By Bill Britt
Alabama Political Reporter
MONTGOMERY—By now, most are aware that Speaker Mike Hubbard, in a fit of petty retribution, removed Rep. Phil Williams (R-Monrovia) from the chairmanship of the House Technology and Research Committee, replacing him with perceived Hubbard loyalist, Rep. Donnie Chesteen. But, Williams is not the only lawmaker Hubbard punished last week for not showing him unquestioning loyalty.
Most know Hubbard also removed Rep. Ed Henry from the House, Ways and Means Education Committee, replacing him with Rep. Jim Patterson. Henry has been an outspoken critic of Hubbard, and has even dared a face to face showdown with him.
Rep. Mike Holmes, who has been mentioned as Hubbard’s possible replacement, was removed from the House, Ways and Means General Fund Committee. He was replaced by AEA-backed newcomer Rep. Connie Rowe, who once stood against Hubbard, but of late, has been accepted into the fold.
Rep. Allen Treadway was taken off the County and Municipal government committee. His spot was given to newly elected Rep. Chris Blackshear.
Last week, Treadaway told al.com’s Kyle Whitmere, that he would be filing a bill that would require lawmakers indicted for felonies to step down from any leadership roles, until their cases had been resolved. Treadaway said, “What I’m trying to do is to remove the distraction and what I consider to be an embarrassment” …adding, “Also I wanted to let the public know where I stand,” Treadaway said. “Not all legislators are supportive [of Hubbard].”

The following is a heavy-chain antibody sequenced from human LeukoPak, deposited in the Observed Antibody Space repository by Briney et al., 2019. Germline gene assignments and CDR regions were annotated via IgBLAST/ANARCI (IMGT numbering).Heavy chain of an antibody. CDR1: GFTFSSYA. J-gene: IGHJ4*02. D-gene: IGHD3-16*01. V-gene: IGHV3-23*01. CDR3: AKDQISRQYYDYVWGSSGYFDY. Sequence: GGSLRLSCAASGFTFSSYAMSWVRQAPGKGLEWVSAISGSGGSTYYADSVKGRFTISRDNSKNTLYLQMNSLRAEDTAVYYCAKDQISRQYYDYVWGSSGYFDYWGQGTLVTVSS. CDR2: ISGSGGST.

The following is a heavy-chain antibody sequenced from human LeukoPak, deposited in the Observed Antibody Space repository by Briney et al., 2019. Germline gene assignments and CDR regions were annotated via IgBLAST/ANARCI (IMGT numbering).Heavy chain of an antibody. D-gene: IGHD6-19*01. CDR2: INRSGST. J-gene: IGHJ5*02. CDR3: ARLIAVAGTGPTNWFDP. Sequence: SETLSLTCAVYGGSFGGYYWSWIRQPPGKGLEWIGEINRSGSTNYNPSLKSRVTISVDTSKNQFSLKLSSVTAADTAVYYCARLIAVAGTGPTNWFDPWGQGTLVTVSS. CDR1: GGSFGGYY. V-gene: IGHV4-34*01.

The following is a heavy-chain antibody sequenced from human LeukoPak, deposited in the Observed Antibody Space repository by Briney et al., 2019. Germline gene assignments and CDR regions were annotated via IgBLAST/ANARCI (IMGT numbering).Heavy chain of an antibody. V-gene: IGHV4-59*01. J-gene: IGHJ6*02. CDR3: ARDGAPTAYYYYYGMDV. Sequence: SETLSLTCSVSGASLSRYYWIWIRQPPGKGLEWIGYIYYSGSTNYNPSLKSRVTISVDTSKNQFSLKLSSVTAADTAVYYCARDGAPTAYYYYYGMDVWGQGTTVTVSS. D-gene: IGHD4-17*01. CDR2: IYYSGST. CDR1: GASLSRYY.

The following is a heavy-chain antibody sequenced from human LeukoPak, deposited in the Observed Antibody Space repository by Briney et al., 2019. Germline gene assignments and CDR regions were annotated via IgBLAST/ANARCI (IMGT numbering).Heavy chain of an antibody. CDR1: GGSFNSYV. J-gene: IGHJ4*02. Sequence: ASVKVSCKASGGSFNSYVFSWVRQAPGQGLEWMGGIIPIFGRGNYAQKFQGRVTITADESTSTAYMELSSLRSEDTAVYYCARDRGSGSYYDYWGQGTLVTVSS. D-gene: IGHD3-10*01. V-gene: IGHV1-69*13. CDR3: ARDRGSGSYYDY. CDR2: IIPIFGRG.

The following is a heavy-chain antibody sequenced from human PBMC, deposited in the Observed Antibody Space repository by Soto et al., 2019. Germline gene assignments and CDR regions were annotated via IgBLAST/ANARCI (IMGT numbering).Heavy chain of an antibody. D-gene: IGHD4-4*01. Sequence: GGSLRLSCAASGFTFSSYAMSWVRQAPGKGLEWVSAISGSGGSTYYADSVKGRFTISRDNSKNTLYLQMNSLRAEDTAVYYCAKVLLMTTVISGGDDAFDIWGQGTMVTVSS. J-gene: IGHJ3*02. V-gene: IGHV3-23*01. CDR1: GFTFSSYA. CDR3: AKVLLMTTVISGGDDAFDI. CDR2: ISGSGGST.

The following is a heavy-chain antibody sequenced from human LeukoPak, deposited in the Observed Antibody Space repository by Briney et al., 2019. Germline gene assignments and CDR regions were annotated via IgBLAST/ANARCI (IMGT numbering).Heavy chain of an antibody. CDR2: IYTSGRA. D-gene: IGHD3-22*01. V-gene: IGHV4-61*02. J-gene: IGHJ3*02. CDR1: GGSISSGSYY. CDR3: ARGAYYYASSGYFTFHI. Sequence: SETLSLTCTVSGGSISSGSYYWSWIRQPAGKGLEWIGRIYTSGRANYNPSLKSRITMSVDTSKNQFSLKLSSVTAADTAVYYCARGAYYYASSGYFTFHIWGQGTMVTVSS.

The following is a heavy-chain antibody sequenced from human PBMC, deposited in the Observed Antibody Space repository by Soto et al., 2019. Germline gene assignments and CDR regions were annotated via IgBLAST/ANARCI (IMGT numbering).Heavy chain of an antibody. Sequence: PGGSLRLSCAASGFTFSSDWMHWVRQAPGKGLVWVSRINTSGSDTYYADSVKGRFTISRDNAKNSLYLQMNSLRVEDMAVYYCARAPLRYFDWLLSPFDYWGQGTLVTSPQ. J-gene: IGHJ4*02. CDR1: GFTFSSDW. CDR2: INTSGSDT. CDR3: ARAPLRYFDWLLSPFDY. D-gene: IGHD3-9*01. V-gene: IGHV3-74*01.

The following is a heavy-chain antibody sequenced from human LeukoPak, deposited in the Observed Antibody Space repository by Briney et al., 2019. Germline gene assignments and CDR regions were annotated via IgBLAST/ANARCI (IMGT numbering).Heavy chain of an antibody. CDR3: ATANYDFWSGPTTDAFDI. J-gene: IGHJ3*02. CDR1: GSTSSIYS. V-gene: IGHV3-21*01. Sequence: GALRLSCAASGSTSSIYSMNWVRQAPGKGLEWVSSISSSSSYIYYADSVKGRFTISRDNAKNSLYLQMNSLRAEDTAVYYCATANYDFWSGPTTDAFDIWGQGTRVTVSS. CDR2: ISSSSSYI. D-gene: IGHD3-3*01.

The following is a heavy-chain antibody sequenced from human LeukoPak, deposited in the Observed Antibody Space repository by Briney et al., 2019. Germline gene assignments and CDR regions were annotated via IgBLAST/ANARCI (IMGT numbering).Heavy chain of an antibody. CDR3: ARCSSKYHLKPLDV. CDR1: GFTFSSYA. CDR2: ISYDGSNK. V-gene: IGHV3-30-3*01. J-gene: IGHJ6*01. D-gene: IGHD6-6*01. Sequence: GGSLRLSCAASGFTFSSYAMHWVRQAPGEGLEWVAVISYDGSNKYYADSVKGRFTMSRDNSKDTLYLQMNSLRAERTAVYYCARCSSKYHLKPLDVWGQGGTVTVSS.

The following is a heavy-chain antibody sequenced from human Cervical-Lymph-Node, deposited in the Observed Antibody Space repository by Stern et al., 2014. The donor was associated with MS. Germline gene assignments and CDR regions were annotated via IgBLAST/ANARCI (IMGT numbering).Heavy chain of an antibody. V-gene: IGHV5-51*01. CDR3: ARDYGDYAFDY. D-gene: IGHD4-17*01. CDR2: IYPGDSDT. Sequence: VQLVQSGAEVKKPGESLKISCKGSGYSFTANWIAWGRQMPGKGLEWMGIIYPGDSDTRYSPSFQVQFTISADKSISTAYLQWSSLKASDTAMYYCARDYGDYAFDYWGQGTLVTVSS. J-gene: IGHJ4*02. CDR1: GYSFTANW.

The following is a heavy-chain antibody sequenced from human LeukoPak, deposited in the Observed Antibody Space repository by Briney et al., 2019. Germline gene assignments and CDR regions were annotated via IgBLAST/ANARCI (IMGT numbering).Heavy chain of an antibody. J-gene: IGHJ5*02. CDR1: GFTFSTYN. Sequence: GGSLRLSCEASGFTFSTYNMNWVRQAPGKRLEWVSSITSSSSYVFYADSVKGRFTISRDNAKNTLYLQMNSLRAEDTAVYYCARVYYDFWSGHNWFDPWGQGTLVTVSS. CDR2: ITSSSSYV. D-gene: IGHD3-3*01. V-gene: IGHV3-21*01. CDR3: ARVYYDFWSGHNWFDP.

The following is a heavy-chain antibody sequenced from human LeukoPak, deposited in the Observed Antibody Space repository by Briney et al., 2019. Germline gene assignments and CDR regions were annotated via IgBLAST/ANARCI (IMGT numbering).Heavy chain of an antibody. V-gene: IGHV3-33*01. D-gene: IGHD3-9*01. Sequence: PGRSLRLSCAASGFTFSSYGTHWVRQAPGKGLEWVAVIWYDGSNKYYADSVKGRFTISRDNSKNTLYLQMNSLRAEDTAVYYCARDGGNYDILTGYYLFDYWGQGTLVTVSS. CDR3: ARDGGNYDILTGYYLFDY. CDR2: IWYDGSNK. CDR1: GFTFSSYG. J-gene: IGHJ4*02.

Rep. Jim Carns was bounced from the Commerce committee, and his seat was given to Patterson. Carns has never been a Hubbard acolyte.
No House Democrats were reassigned or removed.
In a June 2007 op-ed in the Mobile Press Register, Hubbard wrote, “By continuing to defend [Gov. Don Siegelman] him, the (Party) is endorsing corruption, crime and cronyism at the highest levels of state government.”
It now seems those who promised to remove the stain of corruption from Montgomery, are content to cover it over by repeating the phrase, “innocent until proven guilty,” as long as Hubbard gives them a little bone to chew on.
Hubbard’s latest assault on his critics has angered some, confounded others, and has many lawmakers, who were once silent, considering moving against him.
This act of revenge has caused several legislators, who were taking a wait and see attitude, to reconsider replacing Hubbard. Hubbard’s trial on 23 counts of felony public corruption begins March 28.